Mistress America

By Tim McEown

Mailed on September 04, 2015

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Dear Greta Gerwig and Noah Baumbach

Dear Greta Gerwig and Noah Baumbach,

Mistress America is one of those films that left me grinding my teeth in frustration at the waste of intelligence that, for me, is intrinsic to your work. There is something base in commidifying the banality of your own existence. Moderately clever, over-educated people bereft of any real meaning in their life magicing up this daily theatre of the absurd, mostly in an effort to insulate themselves from existential despair, makes for some pretty shite filmmaking.

Look, it is clear that I’m hostile to your aesthetic sensibilities, making it difficult for me to address this film in a way that isn’t going to reek of contempt. It may be that I’m missing something significant in Mistress America, some subtle nuance that is obvious to others. But to me this film was so utterly tone deaf, so buried in its own navel, that I could not find a moment that redeemed it.

With one exception.

Early in Mistress America—before the descent into a literal farce that occupies the last third of the film—there is a scene where the failed Manic Pixie Dream Girl Brooke (that’s you Greta) and the naïve freshman ingénue Tracy (your soon to be step sister played by Lola Kirke) are having a drink in a dive-y Manhattan bar. A former schoolmate of Brooke’s recognizes her and comes over to the table. Initially Brooke seems delighted, perhaps expecting some sycophantic murmurings. Instead the mood shifts abruptly when Brooke’s former classmate details some particularly cruel behavior she had suffered at Brooke’s hand—behavior that apparently spanned the whole of the former classmate’s high school experience. It is a really lucid and well-articulated scene where Brooke is faced with the distance between her perception of herself and the reality of who she really is.

If the whole film had been in that key this would have been a more interesting experience. Instead that moment and all its implications are disappeared like a mouthy protester in a banana republic—never to be seen again. After that the film descends into a messy parable about the ethics of using the personal experience of others as a career booster for your burgeoning writing career.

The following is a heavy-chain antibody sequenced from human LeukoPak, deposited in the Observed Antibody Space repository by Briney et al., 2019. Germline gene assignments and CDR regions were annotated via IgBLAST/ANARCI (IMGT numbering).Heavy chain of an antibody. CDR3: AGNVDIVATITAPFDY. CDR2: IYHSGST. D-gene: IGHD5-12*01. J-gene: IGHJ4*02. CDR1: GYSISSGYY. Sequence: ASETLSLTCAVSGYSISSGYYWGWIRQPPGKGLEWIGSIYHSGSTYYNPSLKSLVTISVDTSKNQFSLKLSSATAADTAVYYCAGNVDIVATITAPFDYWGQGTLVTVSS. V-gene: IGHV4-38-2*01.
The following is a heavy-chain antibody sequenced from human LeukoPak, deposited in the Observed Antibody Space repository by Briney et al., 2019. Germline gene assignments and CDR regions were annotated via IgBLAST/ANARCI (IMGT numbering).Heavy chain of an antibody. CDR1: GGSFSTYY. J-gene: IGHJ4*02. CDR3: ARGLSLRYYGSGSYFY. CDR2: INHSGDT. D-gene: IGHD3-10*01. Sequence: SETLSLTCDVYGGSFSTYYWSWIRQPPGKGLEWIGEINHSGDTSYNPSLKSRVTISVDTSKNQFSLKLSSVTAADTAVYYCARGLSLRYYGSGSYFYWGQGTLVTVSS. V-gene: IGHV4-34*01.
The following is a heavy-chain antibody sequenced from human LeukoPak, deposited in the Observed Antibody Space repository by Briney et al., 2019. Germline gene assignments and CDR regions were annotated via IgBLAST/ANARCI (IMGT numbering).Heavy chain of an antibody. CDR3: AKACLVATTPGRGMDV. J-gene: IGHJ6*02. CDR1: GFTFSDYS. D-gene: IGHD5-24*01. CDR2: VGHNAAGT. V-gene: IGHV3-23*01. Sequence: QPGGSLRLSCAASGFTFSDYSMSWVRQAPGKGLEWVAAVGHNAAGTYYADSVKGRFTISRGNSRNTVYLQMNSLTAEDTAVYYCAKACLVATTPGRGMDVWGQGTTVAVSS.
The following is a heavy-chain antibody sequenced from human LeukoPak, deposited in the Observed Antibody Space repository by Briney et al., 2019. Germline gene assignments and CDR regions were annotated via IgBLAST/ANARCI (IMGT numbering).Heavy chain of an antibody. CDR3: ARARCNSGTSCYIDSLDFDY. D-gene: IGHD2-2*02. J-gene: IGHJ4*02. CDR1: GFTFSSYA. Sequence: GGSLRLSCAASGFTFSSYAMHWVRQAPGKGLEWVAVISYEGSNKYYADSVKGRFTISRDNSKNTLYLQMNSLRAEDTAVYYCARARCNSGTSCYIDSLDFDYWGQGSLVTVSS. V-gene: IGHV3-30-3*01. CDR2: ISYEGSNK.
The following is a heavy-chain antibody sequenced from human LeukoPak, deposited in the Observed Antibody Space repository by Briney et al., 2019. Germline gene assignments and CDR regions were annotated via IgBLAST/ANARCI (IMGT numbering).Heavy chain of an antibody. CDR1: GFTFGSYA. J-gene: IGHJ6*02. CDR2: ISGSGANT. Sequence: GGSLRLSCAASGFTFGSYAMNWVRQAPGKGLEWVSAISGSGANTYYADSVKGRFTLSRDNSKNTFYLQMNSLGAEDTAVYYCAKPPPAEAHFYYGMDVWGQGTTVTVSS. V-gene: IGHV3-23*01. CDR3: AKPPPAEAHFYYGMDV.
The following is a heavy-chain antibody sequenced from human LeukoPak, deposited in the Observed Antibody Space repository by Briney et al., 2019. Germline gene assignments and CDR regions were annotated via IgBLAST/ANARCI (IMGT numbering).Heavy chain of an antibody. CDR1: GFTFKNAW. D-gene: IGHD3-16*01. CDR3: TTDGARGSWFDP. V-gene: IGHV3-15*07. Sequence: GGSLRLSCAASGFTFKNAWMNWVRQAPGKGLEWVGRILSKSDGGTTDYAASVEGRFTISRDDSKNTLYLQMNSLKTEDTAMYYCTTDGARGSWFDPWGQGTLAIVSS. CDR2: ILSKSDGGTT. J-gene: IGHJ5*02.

Tracy, having been taken under the fluttery and inconstant wing of Brooke, uses the low comedy that she witnesses as a springboard to minor literary success. This, of course, leads to a contrived rift between her and Brooke, who after spending a good two thirds of the film drenched in an endless and very public self-revelation, suddenly takes exception to the details being shared with some first year lit students.

The only other contact Tracy has in New York (she has just arrived as a college freshman) is among the many clichés that dot the landscape of this film—the Woody Allen–esque, bird-necked Lothario, played fitfully by Matthew Shear. There is also the regretful hedge fund manager and his self-admitted golddigger of a wife, as well as the usual assortment of wind up dolls that often populate Baumbach’s films. There isn’t a character in this film that doesn’t scan as a ‘character in a film’. Mistress America rarely escapes from its own cleverness.

Hasn’t this kind of particularly New York-centric dramedy passed its expiration date? Mistress America feels listless and played out, and most of all irrelevant. The performances are both somehow manic and flat and the whole exercise seems small-minded in its obsession with people who can’t decide which of thirty-five different options of ice cream they might choose, especially when so many of their fellow New Yorkers would be happy with any one of those cones.

Or maybe it’s just me.




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